Bordetella parapertussis is a small Gram-negative bacterium of the genus Bordetella that is adapted to colonise the mammalian respiratory tract. Pertussis caused by B. parapertussis manifests with similar symptoms to B. pertussis-derived disease, but in general tends to be less severe. Immunity derived from B. pertussis does not protect against infection by B. parapertussis, however, because the O-antigen is found only on B. parapertussis. This antigen protects B. parapertussis against antibodies specific to B. pertussis, so the bacteria are free to colonize the host's lungs without being subject to attack by previous antibodies. These findings suggest B. parapertussis evolved in a host population that had already developed immunity to B. pertussis, where being able to evade B. pertussis immunity was an advantage.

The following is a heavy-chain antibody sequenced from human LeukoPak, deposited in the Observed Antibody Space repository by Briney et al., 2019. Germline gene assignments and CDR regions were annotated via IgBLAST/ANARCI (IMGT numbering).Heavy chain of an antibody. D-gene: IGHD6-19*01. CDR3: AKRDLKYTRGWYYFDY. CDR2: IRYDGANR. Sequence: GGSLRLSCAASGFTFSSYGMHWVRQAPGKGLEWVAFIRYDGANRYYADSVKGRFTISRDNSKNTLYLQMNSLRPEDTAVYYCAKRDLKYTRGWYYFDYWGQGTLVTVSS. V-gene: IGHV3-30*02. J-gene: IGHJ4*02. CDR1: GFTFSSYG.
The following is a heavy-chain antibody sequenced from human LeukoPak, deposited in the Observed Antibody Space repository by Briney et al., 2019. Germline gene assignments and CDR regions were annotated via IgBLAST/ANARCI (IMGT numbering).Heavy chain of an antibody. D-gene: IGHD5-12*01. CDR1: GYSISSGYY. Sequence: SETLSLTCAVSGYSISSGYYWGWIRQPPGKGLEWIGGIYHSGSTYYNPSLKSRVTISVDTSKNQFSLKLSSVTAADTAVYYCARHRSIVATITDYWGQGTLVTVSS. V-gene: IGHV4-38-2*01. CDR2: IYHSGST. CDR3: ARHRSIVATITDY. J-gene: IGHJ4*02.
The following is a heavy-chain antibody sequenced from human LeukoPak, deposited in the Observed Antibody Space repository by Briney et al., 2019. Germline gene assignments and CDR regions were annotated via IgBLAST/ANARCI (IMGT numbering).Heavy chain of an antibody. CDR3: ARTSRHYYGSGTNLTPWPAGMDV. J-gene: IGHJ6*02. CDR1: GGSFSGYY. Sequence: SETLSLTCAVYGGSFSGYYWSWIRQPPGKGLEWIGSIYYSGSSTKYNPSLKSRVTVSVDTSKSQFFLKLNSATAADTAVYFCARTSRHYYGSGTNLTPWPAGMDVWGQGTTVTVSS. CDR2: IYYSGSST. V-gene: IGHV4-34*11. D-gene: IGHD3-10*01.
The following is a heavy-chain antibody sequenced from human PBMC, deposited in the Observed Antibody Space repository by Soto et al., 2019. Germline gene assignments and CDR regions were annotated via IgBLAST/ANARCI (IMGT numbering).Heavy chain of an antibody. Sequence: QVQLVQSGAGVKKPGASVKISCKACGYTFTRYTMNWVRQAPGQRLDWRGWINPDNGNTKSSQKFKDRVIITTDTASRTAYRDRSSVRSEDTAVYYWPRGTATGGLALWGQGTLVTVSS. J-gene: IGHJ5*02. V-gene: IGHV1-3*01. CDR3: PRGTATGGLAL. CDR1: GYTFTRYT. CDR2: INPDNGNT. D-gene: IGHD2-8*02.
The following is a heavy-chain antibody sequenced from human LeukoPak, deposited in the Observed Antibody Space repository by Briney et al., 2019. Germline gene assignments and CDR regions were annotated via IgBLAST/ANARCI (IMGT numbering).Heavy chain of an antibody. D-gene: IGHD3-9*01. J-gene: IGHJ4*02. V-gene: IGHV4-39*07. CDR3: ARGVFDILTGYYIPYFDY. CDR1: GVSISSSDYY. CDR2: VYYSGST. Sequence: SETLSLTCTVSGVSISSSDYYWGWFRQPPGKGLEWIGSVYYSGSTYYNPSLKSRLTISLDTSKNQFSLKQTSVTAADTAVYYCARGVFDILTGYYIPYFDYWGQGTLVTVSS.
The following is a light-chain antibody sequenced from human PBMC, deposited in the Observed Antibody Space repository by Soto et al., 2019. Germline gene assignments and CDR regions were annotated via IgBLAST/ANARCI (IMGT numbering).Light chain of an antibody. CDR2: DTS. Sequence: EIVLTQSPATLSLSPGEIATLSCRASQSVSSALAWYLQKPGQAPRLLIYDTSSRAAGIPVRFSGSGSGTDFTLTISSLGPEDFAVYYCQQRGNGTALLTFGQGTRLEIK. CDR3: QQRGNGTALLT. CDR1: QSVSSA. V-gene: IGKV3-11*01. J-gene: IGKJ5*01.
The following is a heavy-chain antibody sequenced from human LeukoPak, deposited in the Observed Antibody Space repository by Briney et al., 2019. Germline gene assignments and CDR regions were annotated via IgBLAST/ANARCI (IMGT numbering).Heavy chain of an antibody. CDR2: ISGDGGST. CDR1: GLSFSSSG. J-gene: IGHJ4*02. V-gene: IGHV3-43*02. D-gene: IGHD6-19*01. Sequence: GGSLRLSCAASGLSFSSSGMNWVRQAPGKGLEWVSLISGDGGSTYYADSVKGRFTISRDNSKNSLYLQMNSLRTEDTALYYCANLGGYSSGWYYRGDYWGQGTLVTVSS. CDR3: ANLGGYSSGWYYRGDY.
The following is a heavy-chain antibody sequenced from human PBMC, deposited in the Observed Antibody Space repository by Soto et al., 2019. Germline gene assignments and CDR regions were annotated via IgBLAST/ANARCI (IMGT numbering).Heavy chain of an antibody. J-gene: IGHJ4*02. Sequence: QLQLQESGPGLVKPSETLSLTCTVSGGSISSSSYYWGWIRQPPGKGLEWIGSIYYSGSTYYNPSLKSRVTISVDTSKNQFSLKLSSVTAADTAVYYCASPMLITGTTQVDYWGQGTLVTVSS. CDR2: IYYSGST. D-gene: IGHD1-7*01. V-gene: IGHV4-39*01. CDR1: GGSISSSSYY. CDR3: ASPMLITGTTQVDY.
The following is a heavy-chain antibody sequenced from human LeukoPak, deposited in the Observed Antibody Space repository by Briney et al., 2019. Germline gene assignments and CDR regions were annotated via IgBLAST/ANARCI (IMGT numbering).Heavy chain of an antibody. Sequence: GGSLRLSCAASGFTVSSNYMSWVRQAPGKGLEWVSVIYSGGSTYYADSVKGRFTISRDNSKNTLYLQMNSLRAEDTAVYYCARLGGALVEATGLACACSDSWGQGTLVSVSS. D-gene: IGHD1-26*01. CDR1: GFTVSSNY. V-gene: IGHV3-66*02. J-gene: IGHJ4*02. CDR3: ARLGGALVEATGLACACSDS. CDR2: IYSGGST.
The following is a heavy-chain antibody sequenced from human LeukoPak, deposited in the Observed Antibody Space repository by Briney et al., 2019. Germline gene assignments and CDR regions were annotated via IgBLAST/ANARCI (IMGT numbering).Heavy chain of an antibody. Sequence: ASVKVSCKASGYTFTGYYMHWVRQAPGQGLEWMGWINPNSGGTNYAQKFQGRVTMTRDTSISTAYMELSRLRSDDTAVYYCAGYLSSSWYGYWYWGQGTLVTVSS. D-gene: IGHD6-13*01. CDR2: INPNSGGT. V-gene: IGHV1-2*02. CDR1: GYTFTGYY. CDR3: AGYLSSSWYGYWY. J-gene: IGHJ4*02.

Two lineages of B. parapertussis have been described. The first infects humans and is responsible for a minority of cases of the disease pertussis (also known as whooping cough). The second, ovine, lineage causes chronic nonprogressive pneumonia in sheep. Both lineages are thought to have evolved from a B. bronchiseptica-like ancestor. This disease can be symptomatic or asymptomatic and may predispose hosts to secondary infection.
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